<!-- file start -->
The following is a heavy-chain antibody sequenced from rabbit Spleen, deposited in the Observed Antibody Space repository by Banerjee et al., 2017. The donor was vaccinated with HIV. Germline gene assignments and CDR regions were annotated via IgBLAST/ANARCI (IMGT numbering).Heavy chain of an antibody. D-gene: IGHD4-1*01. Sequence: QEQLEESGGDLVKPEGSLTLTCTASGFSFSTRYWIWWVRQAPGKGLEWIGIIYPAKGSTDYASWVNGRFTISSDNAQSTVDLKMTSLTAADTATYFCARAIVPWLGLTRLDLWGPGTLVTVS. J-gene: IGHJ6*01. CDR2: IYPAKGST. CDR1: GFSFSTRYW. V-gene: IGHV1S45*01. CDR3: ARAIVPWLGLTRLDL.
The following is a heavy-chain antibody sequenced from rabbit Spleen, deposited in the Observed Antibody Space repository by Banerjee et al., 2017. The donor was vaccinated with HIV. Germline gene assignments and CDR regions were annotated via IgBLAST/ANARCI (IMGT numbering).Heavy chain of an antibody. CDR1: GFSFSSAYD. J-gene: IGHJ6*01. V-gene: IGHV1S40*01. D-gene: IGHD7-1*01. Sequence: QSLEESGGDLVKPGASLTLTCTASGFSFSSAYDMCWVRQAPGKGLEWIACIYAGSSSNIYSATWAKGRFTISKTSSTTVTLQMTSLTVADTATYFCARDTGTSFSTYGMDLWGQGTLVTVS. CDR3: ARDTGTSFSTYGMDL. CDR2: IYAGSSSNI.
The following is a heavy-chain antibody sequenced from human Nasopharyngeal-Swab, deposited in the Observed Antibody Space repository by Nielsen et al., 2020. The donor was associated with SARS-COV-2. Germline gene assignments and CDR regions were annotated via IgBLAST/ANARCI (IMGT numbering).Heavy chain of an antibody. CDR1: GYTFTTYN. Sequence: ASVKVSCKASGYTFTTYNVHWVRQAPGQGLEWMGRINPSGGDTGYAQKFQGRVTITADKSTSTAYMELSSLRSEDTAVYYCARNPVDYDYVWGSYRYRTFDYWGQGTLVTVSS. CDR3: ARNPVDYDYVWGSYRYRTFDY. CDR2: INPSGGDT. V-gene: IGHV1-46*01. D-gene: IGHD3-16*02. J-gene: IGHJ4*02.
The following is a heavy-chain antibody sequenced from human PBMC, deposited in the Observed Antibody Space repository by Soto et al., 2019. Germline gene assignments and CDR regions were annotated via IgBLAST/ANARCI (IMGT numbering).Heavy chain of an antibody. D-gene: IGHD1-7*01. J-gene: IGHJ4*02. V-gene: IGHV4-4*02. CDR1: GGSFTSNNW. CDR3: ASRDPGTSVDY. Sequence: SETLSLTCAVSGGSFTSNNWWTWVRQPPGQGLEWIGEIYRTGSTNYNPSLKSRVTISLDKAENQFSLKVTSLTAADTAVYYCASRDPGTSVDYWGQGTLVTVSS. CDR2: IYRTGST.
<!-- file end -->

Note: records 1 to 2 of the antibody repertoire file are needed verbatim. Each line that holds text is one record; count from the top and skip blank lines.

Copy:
The following is a heavy-chain antibody sequenced from rabbit Spleen, deposited in the Observed Antibody Space repository by Banerjee et al., 2017. The donor was vaccinated with HIV. Germline gene assignments and CDR regions were annotated via IgBLAST/ANARCI (IMGT numbering).Heavy chain of an antibody. D-gene: IGHD4-1*01. Sequence: QEQLEESGGDLVKPEGSLTLTCTASGFSFSTRYWIWWVRQAPGKGLEWIGIIYPAKGSTDYASWVNGRFTISSDNAQSTVDLKMTSLTAADTATYFCARAIVPWLGLTRLDLWGPGTLVTVS. J-gene: IGHJ6*01. CDR2: IYPAKGST. CDR1: GFSFSTRYW. V-gene: IGHV1S45*01. CDR3: ARAIVPWLGLTRLDL.
The following is a heavy-chain antibody sequenced from rabbit Spleen, deposited in the Observed Antibody Space repository by Banerjee et al., 2017. The donor was vaccinated with HIV. Germline gene assignments and CDR regions were annotated via IgBLAST/ANARCI (IMGT numbering).Heavy chain of an antibody. CDR1: GFSFSSAYD. J-gene: IGHJ6*01. V-gene: IGHV1S40*01. D-gene: IGHD7-1*01. Sequence: QSLEESGGDLVKPGASLTLTCTASGFSFSSAYDMCWVRQAPGKGLEWIACIYAGSSSNIYSATWAKGRFTISKTSSTTVTLQMTSLTVADTATYFCARDTGTSFSTYGMDLWGQGTLVTVS. CDR3: ARDTGTSFSTYGMDL. CDR2: IYAGSSSNI.